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Feeling Guilty Scrolling Through Instagram While Folks Are Out Of Work? Make A Bid In This Auction.

South Congress is devoid of people and cars on Friday.
Gabriel C. Pérez
South Congress is devoid of people and cars on Friday.

Many of you are probably (hopefully) sitting at home right now, selflessly isolating and socially distancing. And, some of you are probably bored; Netflix and puzzles can only go so far. If you've got a smartphone, you're likely (more than you'd care to admit) staring at Instagram – a lot.

Now, you have the option to actually help some of those folks who are out of work because of the coronavirus and assuage that bone-deep pang of guilt that comes with that glut of screentime.

"Between South by Southwest and the coronavirus, our community is really experiencing a lot of hardship – and a lot of unexpected hardship," said Lindsey Lee, who helped start a virtual charity auction called Help Austin Now, "especially because this is the most important event of the year for a lot of businesses and a lot of freelancers. And people are hurting."

Lee and local ceramicist Frank Zhu came up with the idea Tuesday, moving at a breakneck pace to set up an account, figure out the donation platform and launch Thursday at noon.

So far, they've partnered with 15 local nonprofits. Proceeds go to the charity or a Go Fund Me of the buyer's choosing, Lee said. Buyers can also choose to contribute directly to people who have lost work through, a repository for freelancers that sprang up after SXSW was canceled that's posted more than $4 million in losses as of last week.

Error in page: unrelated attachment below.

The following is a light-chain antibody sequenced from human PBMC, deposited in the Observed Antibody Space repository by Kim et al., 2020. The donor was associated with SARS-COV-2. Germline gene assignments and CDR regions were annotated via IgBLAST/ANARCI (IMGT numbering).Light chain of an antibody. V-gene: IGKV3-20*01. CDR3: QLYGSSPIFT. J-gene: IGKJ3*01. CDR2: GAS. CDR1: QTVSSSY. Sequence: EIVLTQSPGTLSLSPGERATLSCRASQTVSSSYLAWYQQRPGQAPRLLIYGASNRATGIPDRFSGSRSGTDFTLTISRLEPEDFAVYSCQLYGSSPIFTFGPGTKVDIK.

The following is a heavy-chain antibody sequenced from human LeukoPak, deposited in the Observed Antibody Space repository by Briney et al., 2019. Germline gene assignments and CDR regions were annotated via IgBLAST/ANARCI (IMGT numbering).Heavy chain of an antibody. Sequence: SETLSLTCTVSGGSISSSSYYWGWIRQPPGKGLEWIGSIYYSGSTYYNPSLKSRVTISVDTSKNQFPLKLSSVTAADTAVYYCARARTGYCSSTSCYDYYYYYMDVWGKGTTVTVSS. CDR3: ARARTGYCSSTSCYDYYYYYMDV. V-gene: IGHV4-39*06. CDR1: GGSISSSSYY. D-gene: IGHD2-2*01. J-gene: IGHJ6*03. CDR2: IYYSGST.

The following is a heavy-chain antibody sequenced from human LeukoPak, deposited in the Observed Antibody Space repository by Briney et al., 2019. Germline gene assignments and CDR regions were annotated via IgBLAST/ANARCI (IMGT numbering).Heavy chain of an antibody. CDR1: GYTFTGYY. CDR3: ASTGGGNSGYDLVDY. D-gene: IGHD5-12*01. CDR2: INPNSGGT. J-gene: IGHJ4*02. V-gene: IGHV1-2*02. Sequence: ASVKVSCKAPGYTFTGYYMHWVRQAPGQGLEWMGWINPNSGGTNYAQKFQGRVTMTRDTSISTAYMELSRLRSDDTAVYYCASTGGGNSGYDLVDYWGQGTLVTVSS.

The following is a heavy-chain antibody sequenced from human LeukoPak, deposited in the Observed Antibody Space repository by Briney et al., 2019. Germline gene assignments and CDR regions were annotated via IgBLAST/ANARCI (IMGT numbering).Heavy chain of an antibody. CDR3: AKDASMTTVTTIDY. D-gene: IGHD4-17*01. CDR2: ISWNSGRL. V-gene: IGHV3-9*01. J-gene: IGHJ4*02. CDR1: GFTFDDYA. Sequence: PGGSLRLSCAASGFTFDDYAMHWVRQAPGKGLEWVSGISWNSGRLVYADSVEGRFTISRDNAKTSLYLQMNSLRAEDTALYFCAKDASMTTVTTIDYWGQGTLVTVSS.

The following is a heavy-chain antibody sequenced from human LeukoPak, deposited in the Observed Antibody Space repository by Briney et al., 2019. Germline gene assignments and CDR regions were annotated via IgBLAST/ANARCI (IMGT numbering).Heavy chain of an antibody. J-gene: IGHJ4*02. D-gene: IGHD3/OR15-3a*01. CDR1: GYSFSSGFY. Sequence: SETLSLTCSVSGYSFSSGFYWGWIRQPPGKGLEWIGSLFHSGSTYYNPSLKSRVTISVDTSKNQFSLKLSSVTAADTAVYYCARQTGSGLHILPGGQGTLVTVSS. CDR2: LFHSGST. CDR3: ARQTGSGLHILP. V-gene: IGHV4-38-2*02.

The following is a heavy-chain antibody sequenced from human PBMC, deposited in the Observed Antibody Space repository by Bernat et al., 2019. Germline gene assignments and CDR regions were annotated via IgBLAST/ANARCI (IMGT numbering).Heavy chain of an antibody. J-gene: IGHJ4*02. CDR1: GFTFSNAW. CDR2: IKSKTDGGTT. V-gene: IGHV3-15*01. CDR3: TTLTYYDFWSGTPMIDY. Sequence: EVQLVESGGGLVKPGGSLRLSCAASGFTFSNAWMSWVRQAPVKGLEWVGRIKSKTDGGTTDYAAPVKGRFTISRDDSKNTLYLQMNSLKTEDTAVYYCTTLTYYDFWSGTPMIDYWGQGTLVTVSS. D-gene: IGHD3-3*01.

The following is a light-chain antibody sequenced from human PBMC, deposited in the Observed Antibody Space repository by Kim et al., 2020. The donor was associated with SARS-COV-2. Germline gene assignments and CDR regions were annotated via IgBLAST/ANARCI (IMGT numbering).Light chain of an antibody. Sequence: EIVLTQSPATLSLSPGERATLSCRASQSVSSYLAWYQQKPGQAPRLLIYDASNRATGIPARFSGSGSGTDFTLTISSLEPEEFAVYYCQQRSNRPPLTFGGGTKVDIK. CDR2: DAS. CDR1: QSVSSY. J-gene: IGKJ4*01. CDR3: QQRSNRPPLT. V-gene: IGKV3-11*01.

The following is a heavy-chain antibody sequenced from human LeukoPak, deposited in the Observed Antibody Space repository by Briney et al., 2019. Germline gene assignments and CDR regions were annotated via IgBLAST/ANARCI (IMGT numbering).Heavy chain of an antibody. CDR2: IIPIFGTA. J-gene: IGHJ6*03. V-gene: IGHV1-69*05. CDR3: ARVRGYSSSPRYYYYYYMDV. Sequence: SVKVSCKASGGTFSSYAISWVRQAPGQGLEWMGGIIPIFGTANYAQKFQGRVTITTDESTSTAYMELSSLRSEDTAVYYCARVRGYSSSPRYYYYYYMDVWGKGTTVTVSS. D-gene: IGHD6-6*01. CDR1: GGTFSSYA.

It's simple: Anyone can donate an item, it's put up for auction on Help Austin Now's Instagram, and would-be buyers comment to place a bid. After 24 hours, a winner is declared. Donors then ship their items to the person – or fulfill a service online. 

Donations can be anything, like a piece of art or a gift card, that can be shipped or delivered online – all with the emphasis on maintaining social distance. Lee says they've received offers for professional services like consulting, as well. 

"Our biggest point in this is eliminating people having to get close to each other, by being able to emphasize the social distancing aspect," she said. 

Lee said Help Austin Now is looking for any and all donations, and she and Zhu hope to double the number of donation options within the next week.

Andrew Weber is a general assignment reporter for KUT, focusing on criminal justice, policing, courts and homelessness in Austin and Travis County. Got a tip? You can email him at Follow him on Twitter @England_Weber.
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